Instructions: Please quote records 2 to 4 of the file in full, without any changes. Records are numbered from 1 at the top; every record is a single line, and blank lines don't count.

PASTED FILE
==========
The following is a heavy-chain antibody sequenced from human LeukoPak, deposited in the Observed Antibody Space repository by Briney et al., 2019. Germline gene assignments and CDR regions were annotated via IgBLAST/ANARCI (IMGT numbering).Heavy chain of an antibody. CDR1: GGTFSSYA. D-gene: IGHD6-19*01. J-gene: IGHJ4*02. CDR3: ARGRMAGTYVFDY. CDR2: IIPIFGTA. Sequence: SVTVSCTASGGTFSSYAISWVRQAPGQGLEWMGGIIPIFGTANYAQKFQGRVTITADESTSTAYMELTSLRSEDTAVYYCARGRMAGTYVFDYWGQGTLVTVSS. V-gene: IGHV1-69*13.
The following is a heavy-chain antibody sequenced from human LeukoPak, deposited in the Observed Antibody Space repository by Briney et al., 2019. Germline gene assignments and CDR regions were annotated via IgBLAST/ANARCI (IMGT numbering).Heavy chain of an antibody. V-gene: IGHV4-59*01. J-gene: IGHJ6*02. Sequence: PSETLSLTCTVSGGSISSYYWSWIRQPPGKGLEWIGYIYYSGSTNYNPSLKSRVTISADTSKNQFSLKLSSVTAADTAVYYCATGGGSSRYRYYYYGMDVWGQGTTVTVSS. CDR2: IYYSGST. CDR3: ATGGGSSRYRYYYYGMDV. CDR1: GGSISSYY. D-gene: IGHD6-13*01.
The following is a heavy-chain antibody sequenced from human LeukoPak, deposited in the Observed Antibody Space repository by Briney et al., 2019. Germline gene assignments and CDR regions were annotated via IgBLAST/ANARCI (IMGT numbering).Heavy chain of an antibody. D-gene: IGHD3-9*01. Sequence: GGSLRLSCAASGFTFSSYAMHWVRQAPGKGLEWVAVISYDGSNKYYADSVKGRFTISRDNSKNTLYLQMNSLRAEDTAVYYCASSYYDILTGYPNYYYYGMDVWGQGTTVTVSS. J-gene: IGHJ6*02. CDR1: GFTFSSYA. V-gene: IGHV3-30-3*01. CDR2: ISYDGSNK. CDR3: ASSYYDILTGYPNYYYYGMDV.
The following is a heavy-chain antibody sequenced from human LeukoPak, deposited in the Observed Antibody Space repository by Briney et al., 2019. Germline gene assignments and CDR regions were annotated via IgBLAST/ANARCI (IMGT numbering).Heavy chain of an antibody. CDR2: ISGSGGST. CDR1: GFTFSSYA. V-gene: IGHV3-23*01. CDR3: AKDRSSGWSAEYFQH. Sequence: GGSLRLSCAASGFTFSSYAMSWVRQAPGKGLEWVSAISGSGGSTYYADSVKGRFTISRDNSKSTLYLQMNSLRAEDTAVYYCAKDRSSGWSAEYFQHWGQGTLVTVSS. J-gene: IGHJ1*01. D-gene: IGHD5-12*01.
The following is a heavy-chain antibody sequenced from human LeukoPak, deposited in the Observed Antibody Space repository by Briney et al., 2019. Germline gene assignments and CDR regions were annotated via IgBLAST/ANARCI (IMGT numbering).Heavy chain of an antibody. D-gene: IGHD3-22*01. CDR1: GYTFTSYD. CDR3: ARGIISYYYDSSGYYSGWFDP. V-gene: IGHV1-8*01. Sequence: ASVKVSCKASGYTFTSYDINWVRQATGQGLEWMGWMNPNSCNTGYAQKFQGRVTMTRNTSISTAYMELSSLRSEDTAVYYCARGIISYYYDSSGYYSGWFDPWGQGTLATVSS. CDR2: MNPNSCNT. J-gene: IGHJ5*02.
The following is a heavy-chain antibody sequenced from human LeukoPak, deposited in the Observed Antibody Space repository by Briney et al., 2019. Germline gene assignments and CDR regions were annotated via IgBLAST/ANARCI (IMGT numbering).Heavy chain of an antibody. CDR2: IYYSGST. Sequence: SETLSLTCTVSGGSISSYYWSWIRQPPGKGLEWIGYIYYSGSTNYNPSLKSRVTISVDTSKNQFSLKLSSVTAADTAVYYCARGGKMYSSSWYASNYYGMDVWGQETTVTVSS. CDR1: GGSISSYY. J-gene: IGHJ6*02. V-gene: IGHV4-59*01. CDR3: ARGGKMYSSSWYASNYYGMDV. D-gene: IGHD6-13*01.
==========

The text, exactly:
The following is a heavy-chain antibody sequenced from human LeukoPak, deposited in the Observed Antibody Space repository by Briney et al., 2019. Germline gene assignments and CDR regions were annotated via IgBLAST/ANARCI (IMGT numbering).Heavy chain of an antibody. V-gene: IGHV4-59*01. J-gene: IGHJ6*02. Sequence: PSETLSLTCTVSGGSISSYYWSWIRQPPGKGLEWIGYIYYSGSTNYNPSLKSRVTISADTSKNQFSLKLSSVTAADTAVYYCATGGGSSRYRYYYYGMDVWGQGTTVTVSS. CDR2: IYYSGST. CDR3: ATGGGSSRYRYYYYGMDV. CDR1: GGSISSYY. D-gene: IGHD6-13*01.
The following is a heavy-chain antibody sequenced from human LeukoPak, deposited in the Observed Antibody Space repository by Briney et al., 2019. Germline gene assignments and CDR regions were annotated via IgBLAST/ANARCI (IMGT numbering).Heavy chain of an antibody. D-gene: IGHD3-9*01. Sequence: GGSLRLSCAASGFTFSSYAMHWVRQAPGKGLEWVAVISYDGSNKYYADSVKGRFTISRDNSKNTLYLQMNSLRAEDTAVYYCASSYYDILTGYPNYYYYGMDVWGQGTTVTVSS. J-gene: IGHJ6*02. CDR1: GFTFSSYA. V-gene: IGHV3-30-3*01. CDR2: ISYDGSNK. CDR3: ASSYYDILTGYPNYYYYGMDV.
The following is a heavy-chain antibody sequenced from human LeukoPak, deposited in the Observed Antibody Space repository by Briney et al., 2019. Germline gene assignments and CDR regions were annotated via IgBLAST/ANARCI (IMGT numbering).Heavy chain of an antibody. CDR2: ISGSGGST. CDR1: GFTFSSYA. V-gene: IGHV3-23*01. CDR3: AKDRSSGWSAEYFQH. Sequence: GGSLRLSCAASGFTFSSYAMSWVRQAPGKGLEWVSAISGSGGSTYYADSVKGRFTISRDNSKSTLYLQMNSLRAEDTAVYYCAKDRSSGWSAEYFQHWGQGTLVTVSS. J-gene: IGHJ1*01. D-gene: IGHD5-12*01.